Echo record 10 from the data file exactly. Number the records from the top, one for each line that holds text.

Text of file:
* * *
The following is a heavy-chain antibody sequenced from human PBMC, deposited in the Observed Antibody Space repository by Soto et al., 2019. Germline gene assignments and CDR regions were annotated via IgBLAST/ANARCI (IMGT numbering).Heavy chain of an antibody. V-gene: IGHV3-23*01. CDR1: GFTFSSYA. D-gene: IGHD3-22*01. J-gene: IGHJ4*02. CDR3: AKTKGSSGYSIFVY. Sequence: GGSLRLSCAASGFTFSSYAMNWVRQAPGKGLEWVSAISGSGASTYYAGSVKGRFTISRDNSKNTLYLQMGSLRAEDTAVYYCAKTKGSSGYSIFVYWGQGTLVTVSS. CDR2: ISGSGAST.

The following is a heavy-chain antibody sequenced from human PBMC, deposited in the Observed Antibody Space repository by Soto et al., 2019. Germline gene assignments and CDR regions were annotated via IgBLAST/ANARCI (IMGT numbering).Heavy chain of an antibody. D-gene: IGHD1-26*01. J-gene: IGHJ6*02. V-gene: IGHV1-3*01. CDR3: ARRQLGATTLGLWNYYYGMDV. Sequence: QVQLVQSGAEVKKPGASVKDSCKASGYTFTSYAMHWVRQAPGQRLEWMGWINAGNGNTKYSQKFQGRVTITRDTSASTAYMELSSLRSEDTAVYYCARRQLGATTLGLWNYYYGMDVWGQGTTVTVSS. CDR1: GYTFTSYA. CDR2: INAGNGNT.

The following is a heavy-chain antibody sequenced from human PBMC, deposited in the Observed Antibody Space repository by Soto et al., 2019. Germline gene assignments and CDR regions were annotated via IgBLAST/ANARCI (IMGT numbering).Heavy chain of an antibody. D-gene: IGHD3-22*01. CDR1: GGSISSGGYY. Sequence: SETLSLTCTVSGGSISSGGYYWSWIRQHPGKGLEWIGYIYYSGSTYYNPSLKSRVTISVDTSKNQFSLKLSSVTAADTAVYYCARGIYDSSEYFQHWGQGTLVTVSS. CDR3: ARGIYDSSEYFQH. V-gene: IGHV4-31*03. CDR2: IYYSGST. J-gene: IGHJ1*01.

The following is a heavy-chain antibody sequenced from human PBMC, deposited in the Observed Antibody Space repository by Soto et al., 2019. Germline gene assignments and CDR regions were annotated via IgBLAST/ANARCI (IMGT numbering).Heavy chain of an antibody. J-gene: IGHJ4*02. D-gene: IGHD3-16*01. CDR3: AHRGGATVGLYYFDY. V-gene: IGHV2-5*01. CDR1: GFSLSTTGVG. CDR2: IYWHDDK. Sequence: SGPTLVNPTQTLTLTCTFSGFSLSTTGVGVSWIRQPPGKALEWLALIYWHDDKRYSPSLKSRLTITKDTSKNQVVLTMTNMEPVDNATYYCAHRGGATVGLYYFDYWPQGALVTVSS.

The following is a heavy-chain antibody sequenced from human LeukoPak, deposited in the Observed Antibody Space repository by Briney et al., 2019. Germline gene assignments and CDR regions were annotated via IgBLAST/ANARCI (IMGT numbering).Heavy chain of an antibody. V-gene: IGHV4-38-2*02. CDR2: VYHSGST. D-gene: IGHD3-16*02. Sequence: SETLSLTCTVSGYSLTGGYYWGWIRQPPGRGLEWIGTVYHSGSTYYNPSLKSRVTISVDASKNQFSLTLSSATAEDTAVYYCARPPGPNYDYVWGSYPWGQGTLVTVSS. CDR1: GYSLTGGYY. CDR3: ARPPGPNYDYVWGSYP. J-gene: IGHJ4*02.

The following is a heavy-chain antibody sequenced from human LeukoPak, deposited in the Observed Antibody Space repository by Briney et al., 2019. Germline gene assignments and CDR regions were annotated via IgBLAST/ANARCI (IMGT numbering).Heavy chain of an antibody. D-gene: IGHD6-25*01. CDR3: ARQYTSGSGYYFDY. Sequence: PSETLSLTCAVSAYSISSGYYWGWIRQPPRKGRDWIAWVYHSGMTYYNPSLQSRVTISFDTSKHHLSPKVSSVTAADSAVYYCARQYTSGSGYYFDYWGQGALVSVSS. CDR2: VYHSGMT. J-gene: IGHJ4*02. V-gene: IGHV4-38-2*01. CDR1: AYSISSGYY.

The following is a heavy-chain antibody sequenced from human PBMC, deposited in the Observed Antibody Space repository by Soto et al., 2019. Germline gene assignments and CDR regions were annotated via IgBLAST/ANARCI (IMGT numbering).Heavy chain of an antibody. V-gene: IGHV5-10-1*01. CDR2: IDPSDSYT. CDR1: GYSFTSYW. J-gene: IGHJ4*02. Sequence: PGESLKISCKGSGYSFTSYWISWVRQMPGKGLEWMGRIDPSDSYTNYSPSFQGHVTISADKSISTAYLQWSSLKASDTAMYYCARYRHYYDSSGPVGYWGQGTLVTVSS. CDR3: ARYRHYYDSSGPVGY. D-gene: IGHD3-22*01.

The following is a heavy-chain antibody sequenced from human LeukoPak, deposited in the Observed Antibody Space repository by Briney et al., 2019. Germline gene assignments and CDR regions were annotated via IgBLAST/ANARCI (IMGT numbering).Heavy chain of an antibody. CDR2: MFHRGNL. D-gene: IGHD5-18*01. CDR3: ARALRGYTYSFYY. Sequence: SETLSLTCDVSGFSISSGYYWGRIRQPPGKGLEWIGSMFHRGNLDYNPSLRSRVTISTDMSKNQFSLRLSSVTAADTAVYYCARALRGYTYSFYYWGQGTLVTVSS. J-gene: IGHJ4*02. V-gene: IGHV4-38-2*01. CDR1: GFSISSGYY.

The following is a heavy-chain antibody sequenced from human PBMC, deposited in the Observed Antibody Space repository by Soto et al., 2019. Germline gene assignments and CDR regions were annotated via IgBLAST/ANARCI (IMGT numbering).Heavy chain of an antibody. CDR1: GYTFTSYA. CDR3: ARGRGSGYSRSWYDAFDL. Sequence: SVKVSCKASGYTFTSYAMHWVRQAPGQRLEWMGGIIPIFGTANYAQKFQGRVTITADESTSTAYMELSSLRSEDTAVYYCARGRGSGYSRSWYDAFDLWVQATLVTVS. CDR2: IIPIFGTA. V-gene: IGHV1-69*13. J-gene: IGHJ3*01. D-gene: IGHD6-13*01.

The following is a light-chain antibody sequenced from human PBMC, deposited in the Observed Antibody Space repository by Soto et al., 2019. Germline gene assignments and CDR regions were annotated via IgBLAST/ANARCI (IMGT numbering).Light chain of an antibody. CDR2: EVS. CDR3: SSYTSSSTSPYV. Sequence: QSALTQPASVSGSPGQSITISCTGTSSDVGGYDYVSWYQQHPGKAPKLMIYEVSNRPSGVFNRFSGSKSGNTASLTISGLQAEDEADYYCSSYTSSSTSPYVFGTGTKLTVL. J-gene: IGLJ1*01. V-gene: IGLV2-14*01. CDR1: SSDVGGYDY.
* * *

The following is a light-chain antibody sequenced from human PBMC, deposited in the Observed Antibody Space repository by Soto et al., 2019. Germline gene assignments and CDR regions were annotated via IgBLAST/ANARCI (IMGT numbering).Light chain of an antibody. CDR2: EVS. CDR3: SSYTSSSTSPYV. Sequence: QSALTQPASVSGSPGQSITISCTGTSSDVGGYDYVSWYQQHPGKAPKLMIYEVSNRPSGVFNRFSGSKSGNTASLTISGLQAEDEADYYCSSYTSSSTSPYVFGTGTKLTVL. J-gene: IGLJ1*01. V-gene: IGLV2-14*01. CDR1: SSDVGGYDY.